Research Notes – Gold ETF
Till recently, banking solutions delivered as a service were primarily adopted by non-banking financial institutions that wanted to transition from a lending only model to a deposit-taking firm. It was also considered a good option for smaller banks that did not have the capability to master the complexity of integrating and managing multiple technologies and solutions. However, new banking formats that have been around for the past couple of years and increasing customer expectations and regulatory requirements have challenged banks to establish new capabilities quickly and offer new customer-focused products and services.
Banking-as-a-Service (BaaS) is an integrated set of technology capabilities that allows a bank to establish a complete and integrated banking applications technology base working with a BaaS service provider. It can be highly scalable and cost-effective, and i ncludes a host of capabilities covering Core Deposit and Lending systems, Direct and Assisted Digital channel capabilities, Compliance-related and Regulatory reporting capabilities, automation of Origination processes, capabilities to optimize customer services and sales, and a comprehensive span of payment solutions together with all external interfaces that are essential for a bank to function. The service can also be used by the Bank to further extend its capabilities via other owned technology assets that use these underlying services.
Typically, a hosted banking platform i s provided by an application service provider. This could be delivered as cloud-based hosting or hosting in a data-center with co-located infrastructure managed by the provider. In addition to the Applications themselves, the offering includes all elements of infrastructure maintenance and support needed for these applications covering compute, storage, networking and security components, with the assurance of policies and standards adhered to, delivered via dedicated or shared environments. The BaaS service provider also monitors the applications and technology infrastructure health, based on the bank’s service level requirements and takes preventive and corrective measures as required. Customer and internal user support capabilities that can be delivered for use by the banks include contact center capabilities, and end-user operational support help desks. The stack can also include technology capabilities to support further automation of customer-focused business, transaction and payment processes.
A pre-integrated set of solution components can reduce the total cost of implementation and ownership, providing cost benefits to clients, ultimately adding value back into the Bank’s businesses. This also provides a sound base to help expedite future implementation costs and timelines.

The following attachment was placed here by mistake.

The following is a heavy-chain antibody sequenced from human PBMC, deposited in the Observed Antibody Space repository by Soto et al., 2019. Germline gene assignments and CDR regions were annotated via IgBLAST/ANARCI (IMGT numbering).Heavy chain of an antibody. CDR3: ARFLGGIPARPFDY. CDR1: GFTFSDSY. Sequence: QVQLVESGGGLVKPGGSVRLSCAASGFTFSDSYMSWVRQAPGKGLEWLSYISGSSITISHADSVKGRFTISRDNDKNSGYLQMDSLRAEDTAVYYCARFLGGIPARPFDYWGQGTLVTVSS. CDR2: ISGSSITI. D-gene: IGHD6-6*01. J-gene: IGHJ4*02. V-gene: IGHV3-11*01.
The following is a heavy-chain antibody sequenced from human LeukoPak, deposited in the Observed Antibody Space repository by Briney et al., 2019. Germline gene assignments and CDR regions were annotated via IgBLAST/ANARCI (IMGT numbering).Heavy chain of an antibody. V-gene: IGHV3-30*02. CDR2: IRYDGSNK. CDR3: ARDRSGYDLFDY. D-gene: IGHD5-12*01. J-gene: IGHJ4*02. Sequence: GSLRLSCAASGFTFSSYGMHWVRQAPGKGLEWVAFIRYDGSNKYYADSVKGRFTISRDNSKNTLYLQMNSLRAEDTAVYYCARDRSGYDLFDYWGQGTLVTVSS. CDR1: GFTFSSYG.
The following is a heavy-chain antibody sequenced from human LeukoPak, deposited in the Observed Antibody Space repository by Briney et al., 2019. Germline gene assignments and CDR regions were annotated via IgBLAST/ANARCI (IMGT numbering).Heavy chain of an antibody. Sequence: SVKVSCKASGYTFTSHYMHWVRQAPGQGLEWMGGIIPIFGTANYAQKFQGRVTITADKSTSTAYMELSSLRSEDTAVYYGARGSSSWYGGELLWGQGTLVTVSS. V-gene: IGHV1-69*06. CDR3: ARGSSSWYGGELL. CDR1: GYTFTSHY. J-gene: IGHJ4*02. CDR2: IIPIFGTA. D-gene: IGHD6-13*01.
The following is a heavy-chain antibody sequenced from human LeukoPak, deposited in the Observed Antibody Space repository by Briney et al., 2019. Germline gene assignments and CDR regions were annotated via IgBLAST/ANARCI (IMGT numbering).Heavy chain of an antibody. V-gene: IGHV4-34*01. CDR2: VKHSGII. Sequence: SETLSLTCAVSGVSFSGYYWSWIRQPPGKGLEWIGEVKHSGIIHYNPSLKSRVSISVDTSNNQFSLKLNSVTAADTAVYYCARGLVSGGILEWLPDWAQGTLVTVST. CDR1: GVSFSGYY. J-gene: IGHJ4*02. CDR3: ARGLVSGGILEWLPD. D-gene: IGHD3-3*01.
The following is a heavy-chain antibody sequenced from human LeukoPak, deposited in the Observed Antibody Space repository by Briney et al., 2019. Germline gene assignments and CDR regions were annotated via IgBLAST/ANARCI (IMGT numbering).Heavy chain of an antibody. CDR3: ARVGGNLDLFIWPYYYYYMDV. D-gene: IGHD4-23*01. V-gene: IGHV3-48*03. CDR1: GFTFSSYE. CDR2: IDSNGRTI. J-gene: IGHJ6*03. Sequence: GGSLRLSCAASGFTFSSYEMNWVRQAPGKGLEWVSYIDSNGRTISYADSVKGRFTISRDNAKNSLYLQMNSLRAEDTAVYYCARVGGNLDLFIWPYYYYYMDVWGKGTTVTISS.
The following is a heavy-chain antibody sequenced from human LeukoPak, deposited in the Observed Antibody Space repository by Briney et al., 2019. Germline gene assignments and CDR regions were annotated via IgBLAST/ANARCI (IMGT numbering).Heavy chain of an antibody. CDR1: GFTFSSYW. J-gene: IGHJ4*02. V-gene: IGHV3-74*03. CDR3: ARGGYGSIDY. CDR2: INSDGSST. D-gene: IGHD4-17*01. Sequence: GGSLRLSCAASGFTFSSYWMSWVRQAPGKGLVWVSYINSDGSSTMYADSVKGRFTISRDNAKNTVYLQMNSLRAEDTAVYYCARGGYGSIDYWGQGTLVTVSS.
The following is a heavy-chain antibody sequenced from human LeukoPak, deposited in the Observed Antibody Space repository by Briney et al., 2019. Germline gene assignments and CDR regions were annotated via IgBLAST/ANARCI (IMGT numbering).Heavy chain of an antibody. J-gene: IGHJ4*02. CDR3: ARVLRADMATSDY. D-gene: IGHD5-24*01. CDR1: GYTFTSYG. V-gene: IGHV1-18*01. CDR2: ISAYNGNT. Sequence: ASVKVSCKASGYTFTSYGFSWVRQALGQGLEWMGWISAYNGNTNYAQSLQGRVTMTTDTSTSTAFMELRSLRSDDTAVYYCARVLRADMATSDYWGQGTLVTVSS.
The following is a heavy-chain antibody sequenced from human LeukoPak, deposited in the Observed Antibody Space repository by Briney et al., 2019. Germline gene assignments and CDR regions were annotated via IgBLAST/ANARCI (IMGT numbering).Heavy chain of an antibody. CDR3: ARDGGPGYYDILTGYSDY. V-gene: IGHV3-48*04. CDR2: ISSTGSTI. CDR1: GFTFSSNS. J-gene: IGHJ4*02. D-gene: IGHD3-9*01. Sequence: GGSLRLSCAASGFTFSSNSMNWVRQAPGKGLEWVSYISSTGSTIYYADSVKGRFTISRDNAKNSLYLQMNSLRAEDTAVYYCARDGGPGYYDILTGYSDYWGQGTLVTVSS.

Institutions that can benefit from the BaaS model
Firstly, small finance banks have recently made foray into the Indian banking sector and more such SFBs are expected to be launched over the next few years. With substantially smaller technology investment capital, these institutions can greatly benefit from this model. Through the BaaS model, they can not only avoid high capex costs but also direct valuable capital towards the business, thus showing better IRR and better profitability.
Existing and new Non-Banking Financial Institutions (NBFCs) looking at venturing into new product areas can also benefit by adopting this model. It enables them to enter new segments and markets without large-scale incremental investments in technology, human resource, etc., and can use this as a way of expanding into new capabilities speedily.
Smaller urban cooperative banks and regional rural banks (RRBs) can leverage the BaaS solution providers’ expertise and scale to offer a mature solution stack that can enable them to focus on their business. Such platforms offer an easy model of scaling up as their business expands, and takes off the large load of managing technology, to allow them to focus on business growth with no restraints.
Organizations that have got the new paradigm right
Globally, across many mature markets such as the US, many financial and non-financial institutions such as cooperative banks and lending institutions have benefited from hosted and SaaS solutions. There are many examples of such service providers in these markets who service hundreds of institutions in such a model successfully while offering a stable, compliant, scalable and comprehensive set of banking technology capabilities to their customers.
Some of the other benefits they deliver include:
Increased speed to market for new products and offerings
Minimized up-front capital expenditure with variable pricing models
Enhanced cost synergies out of acquisitions providing cost/income improvements Reduced regulatory investment overheads Significant operational efficiencies through outsourced transaction processing
Lower costs in launch of segmented products Accelerating performance and compliance
Containing costs while accelerating product and service time-to-market
In summary, the BaaS model is an innovative, easy to adopt solution that enables financial institutions to avail of a comprehensive set of capabilities provided by the service provider. There is significant business value to be extracted through such offerings across:
Capital re-direction to business
Leveraging service provider’s economies of scale in relation to technology components and expertise
Enabling speedy expansion of product range and footprint
Allowing financial institutions to focus on a roadmap that is centered on business goals rather than applying mindshare to managing technology